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By Judith Wojcik Ashley
UGA Cooperative Extension
Gardeners who chose not to grow cool season crops may be getting restless as temperatures drop and the growing season comes to an end. Well, a gardener’s work is never done. Here are a few garden chores that can be accomplished over the next few months:
Test your soil
Now is a great time to test soil. Developing and maintaining productive soils begins with soil testing. Whether it is for your lawn, flowerbed or vegetable garden, North Carolina State University soil test results will reveal the soil’s pH and nutrient status. Follow the test’s recommendations for improving soil in your spring garden.
This is also a good time to turn garden soil over. Do it the old-fashioned way and use a shovel. One garden shovel full-lifted and turned is the equivalent of one Christmas cookie; well, almost.
Do you have an abundance of leaves on your property? Chop them up and add them to your garden as mulch or work them in to improve the soil’s organic matter. Unchopped or shredded leaves can also be used, but they tend to mat down and will not break down as rapidly. Leaves can also be added to your compost pile to provide a carbon element.
Speaking of compost piles, work off some of those delicious holiday desserts by grabbing a shovel or pick and giving your compost pile a thorough turn. This will speed the decomposition process and add needed air and circulation to the pile.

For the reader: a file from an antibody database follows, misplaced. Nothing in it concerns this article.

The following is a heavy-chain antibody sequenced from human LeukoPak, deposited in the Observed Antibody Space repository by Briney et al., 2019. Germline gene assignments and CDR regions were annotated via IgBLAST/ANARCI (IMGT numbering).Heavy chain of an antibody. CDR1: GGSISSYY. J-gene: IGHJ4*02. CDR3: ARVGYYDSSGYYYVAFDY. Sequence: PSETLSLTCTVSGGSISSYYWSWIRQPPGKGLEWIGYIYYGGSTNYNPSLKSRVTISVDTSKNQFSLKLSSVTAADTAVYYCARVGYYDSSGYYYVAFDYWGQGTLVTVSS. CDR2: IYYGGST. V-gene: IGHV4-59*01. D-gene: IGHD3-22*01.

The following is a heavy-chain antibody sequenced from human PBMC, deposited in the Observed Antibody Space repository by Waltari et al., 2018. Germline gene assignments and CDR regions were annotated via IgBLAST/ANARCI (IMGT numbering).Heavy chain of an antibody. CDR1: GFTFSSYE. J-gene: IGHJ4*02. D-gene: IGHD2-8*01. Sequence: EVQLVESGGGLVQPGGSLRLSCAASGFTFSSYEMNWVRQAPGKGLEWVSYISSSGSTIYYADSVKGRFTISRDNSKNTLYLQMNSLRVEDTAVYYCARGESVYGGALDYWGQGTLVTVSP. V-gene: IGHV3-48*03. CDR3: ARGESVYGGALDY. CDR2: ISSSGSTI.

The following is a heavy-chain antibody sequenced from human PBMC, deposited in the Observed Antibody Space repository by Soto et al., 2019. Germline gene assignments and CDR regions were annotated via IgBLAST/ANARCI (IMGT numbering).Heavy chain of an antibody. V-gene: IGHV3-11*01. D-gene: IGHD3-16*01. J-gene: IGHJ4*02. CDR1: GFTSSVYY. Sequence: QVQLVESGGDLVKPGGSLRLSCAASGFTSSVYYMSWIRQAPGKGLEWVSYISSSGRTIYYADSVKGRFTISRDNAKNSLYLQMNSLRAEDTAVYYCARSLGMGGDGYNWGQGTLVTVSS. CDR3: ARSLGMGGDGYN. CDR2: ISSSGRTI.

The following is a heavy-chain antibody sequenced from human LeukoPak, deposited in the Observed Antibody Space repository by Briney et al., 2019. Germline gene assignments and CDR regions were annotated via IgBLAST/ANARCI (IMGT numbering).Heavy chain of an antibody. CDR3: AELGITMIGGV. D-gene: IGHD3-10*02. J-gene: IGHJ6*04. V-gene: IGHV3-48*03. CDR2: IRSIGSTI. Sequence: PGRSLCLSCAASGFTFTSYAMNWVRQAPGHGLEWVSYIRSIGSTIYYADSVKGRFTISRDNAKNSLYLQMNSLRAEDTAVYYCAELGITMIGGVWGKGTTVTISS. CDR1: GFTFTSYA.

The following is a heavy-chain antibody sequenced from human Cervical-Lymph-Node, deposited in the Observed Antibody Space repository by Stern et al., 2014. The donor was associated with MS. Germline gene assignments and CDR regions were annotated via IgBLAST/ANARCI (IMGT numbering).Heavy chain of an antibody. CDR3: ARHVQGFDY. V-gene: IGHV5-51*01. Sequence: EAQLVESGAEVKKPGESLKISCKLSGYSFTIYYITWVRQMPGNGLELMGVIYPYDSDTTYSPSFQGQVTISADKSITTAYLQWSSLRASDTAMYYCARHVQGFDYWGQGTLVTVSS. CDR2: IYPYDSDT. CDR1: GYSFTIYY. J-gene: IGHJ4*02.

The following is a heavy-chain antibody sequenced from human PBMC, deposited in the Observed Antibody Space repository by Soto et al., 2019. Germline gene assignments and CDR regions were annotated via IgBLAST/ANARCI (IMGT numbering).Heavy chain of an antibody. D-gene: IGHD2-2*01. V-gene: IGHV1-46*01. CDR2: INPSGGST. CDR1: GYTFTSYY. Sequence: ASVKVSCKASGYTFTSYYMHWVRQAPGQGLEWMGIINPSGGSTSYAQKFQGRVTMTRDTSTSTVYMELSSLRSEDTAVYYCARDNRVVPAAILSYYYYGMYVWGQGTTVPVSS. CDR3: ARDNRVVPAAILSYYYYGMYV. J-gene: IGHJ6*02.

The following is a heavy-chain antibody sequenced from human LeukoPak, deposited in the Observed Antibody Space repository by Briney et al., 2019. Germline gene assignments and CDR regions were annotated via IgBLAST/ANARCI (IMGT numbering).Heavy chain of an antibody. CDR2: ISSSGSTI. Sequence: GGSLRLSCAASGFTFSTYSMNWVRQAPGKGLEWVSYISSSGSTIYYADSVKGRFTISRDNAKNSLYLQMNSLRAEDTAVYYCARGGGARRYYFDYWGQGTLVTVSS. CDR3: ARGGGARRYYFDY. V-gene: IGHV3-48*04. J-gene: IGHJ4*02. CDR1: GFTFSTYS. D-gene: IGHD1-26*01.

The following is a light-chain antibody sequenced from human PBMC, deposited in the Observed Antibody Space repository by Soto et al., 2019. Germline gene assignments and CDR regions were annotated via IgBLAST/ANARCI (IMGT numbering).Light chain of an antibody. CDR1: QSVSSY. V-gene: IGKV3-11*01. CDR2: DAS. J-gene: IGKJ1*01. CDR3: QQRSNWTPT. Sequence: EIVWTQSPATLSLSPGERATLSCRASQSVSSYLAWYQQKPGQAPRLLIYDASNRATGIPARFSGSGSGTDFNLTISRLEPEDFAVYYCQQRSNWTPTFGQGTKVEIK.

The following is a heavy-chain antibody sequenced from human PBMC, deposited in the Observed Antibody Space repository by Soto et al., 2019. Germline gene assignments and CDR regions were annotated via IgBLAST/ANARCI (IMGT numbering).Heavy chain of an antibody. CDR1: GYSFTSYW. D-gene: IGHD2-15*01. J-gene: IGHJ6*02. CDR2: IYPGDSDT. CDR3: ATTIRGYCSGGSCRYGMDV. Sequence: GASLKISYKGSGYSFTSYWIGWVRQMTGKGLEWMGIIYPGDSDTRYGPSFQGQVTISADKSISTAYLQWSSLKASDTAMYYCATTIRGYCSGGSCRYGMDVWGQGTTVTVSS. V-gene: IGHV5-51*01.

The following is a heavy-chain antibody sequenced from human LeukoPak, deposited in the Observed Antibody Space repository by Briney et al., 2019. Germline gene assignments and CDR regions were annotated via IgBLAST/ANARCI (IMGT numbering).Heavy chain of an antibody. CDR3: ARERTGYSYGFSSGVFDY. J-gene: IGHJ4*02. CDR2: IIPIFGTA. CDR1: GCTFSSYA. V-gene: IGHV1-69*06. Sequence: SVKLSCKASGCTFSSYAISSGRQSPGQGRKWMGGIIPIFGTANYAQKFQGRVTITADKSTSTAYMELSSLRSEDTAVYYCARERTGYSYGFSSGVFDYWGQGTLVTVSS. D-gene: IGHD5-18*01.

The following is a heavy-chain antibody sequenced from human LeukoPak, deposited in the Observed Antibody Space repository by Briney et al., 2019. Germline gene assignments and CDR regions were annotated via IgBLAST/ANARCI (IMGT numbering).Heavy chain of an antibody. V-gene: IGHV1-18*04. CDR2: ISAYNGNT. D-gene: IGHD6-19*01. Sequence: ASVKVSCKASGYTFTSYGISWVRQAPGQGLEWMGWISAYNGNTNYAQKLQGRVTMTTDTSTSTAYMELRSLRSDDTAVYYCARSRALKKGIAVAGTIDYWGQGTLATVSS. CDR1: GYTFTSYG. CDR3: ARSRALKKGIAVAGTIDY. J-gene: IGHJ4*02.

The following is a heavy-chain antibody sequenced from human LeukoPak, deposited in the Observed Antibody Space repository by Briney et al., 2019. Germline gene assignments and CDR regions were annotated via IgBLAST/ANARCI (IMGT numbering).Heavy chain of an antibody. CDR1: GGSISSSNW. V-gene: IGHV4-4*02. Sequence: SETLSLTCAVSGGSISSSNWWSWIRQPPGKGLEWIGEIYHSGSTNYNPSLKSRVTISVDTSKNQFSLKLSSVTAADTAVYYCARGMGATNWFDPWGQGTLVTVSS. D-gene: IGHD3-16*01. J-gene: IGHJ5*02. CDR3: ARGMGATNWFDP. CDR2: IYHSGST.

Inspect and repair tools
While you have that shovel or pick handy, look at it closely. Does the handle appear to be rotting or cracking? If the handle is beginning to crack or turn gray, sand it down and apply a coat of marine or outdoor varnish to preserve the life of the handle.
Is the shovelhead showing rust or wear? Take the time now to clean, sharpen and repair your garden tools and you will be glad when spring rolls back around. Remove caked on dirt with a wire brush and rinse and dry tools thoroughly.
Apply lubricating oil to any working parts on pruning shears or saws, and sharpen the blades. To sharpen properly, place the tool in a vise and sharpen away from the tool’s head, on the push-stroke side only.
Proper storage and care of gardening tools will extend their life. Rusty or dull garden tools are not effective and in the case of pruning tools can actually damage the plant by making jagged cuts.
Don’t let this happen to your tools. Keep them out of the weather in a shed or garage in a neat and orderly fashion. This will not only save you a lot of frustration when it comes time to use them, but your storage space will be maximized, making room for that latest and greatest gardening tool.
Day in the Yard
The Cooperative Extension is once again offering “A Day In The Yard” course for people wanting to increase their knowledge of yard/garden maintenance in this zone but not having the time commitment required of a master gardener.
The cost of the class is $75. Proceeds from the class benefit the Brunswick County Master Gardener Association. The class includes six 2-1/2-hour segments utilizing presentations and handouts. Each class is taught by a master gardener, who might even be your neighbor. The course is offered multiple times in the spring and fall of each year at the Cooperative Extension Training Center in Bolivia.
The next scheduled classes will be from Feb. 13-March 20. All classes begin at 9 a.m.
Send your gardening questions or comments to: Brunswick County Master Gardener Column, P.O. Box 109, Bolivia, NC 28422, or call 253-2610. Enclose a self-addressed stamped envelope if requesting information or a reply. Answers may be printed in this column.